It was found in a suitcase in the attic of a home there, police said at a press conference. It appeared to be in good condition, a representative of the Milwaukee Symphony Orchestra told reporters.
The violin was stolen on January 27 from Frank Almond, the orchestra’s concertmaster.
Three people are in custody in connection with the theft but have not been formally charged, authorities said.
Police Chief Edward Flynn described the three as a 36-year-old man, a 41-year-man and a 32-year-old woman, all from Milwaukee.
Stefan Hersh, the man who originally authenticated the instrument for the orchestra, told CNN that law enforcement contacted him to identify a violin believed to the nearly 300-year-old instrument known as the “ex-Lipinski.”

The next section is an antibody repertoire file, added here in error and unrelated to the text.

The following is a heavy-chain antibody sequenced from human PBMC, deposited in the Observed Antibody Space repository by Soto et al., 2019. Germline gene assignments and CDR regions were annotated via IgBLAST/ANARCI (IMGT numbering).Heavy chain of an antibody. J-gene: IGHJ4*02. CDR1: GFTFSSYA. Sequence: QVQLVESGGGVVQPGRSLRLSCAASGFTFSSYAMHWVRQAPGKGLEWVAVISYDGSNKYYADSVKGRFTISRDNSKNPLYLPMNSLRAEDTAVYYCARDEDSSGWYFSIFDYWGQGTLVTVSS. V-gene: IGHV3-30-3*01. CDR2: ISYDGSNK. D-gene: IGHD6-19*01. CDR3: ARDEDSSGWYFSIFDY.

The orchestra offered a $100,000 reward for the safe return of the instrument. Hersh has appraised the violin at an estimated $5 million for insurance purposes.
“We’re confident the subjects in custody are the subjects responsible for this,” said G.B. Jones, acting special agent in charge with the FBI in Milwaukee.
Almond was walking to his car after a performance when an assailant used a stun gun on him, causing him to drop the instrument. The attacker took the violin and fled to a waiting vehicle, which a second suspect was driving, police said.
According to the symphony, Almond plays on a violin made by Antonio Stradivari from 1715.
Hersh has spoken to Almond since the recovery, saying the musician is understandably relieved. Almond has not yet been reunited with the instrument, according to Hersh.
Stradivari was born in 1644. He set up shop in Cremona, Italy, where he made violins, harps, guitars, violas and cellos. Before his death in 1737, Stradivari is thought to have made more than 1,100 instruments — of which some 650 remain today.
He is the world’s most celebrated violin maker.
By Shawn Nottingham
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